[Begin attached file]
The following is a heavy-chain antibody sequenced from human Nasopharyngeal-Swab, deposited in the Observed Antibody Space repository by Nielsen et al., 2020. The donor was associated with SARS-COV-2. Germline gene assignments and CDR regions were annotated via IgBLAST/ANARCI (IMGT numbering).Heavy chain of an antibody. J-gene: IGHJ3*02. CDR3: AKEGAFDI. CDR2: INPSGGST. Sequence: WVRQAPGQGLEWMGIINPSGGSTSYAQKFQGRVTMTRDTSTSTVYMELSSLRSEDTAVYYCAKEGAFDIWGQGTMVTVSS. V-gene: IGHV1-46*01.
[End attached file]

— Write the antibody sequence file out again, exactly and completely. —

The following is a heavy-chain antibody sequenced from human Nasopharyngeal-Swab, deposited in the Observed Antibody Space repository by Nielsen et al., 2020. The donor was associated with SARS-COV-2. Germline gene assignments and CDR regions were annotated via IgBLAST/ANARCI (IMGT numbering).Heavy chain of an antibody. J-gene: IGHJ3*02. CDR3: AKEGAFDI. CDR2: INPSGGST. Sequence: WVRQAPGQGLEWMGIINPSGGSTSYAQKFQGRVTMTRDTSTSTVYMELSSLRSEDTAVYYCAKEGAFDIWGQGTMVTVSS. V-gene: IGHV1-46*01.